In my early twenties I spent a two week holiday in Thailand with friends. Typically such holidays involve full moon parties, buckets with mystery booze, and magic mushrooms on ‘Mushie Mountain’. While I was there I spent more time reading Inverting the Pyramid, Jonathan Wilson’s seminal book on the history of football tactics than I did doing basically anything else. I say this to provide the context that I’m not an objective reviewer of Wilson’s work as I probably enjoy his broad stroke analysis of football’s evolution more than your average reader.
More than the Barcelona Legacy, Wilson tells the story of Johan Cruyff’s legacy and how the modern game has been shaped by coaches who were at Barcelona in some capacity in the early 90’s. The book traces the tactical evolution of Pep Guardiola, Louis van Gaal, José Mourinho Ronald Koeman, Luis Enrique, and Frank de Boer, and the impact those coaches have had on the game’s overall evolution. It’s a story of football philosophy and what it means to play football “the right way”.
The clash of Pep and José in Spain is the box office centrepiece of the story – Pep’s Cruyffian ideals versus vs Mourinho ‘s cynical counter attacking football. Wilson avoids taking sides and presents an unbiased assessment of how the game has developed across Europe. This is perhaps the best thing about the book as the most popular books to present on any of these figures are generally very biased either in favour of their subject (like Marti Peraneu’s books on Pep) or against (like Diego Torres trashy, brilliant and totally unreliable book on Jose). Given their current fortunes, it would have been very easy to fall into the trap of declaring Pep the victor in a battle of good vs evil.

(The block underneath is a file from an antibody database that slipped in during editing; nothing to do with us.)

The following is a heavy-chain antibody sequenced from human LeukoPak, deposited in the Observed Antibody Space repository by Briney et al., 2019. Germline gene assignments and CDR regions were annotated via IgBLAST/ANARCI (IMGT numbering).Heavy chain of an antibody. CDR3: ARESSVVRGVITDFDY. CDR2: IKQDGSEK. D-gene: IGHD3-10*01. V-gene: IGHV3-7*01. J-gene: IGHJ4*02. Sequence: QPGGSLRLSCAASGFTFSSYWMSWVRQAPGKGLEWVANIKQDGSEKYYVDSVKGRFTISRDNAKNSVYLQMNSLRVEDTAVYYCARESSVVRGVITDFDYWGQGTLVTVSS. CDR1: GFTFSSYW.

Many of the individual details of the book will be familiar to the type of person who generally reads Wilson’s books (i.e. football nerds) who will likely have read many of the books Wilson cities throughout. However, the book is very well researched with Wilson adding the views of key players like Javier Zanetti or Ricardo Carvalho either from interviews or from biographies that aren’t available in English. It ensures some fresh and interesting material even for those of us who have devoured the many biographies of the key figures and clubs at the centre of the story.
I enjoyed particuarly the bits of the book that I hadn’t read about elsewhere – Mourinho’s origin story (well he is basically a super-villian), Van Gaal’s post Barca evolution and the turmoil at Ajax were all areas I was less familiar with that are covered well.
Like all of Wilson’s books he can’t resist showing off his literary knowledge with the occasional digression showing how well read he is. I quite like this about Wilson’s writing – and The Outsider shows this side of his work off the best – but I can imagine it will alienate some readers. Those interludes are brief and the book quickly gets back to more familiar territory.
What this book excels at is providing a clear joining of the dots by setting Pep, Jose and the others in the context of Cruyff. Above all it is a testament to Cruyff’s influence on the game and how his approach shaped 25 years of tactical evolution.
Like all Wilson’s work, its a very enjoyable, interesting and thought provoking read. It leads immediately to a YouTube binge as you try track down some of the more memorable matches and moments. I think you can tell if you’ll like this book by your response to someone using the phrase post-Cruyffian. If it makes you think of Guardiola’s possession based football this is the book for you. If it makes you think ‘tosser’ then it might not be the book for you!
One thing the book left me wondering about is Athletico Madrid’s rise which is noted but not quite explained. I’ve since ordered Hijacking Laliga by Evan McTear which promises to answer that very question!
The book is accompanied by a 6 part podcast which narrows in on 6 key games covered in the book. An interesting, and to my mind successful, way of promoting the book while also enhancing the experience for readers. Hopefully something that catches on.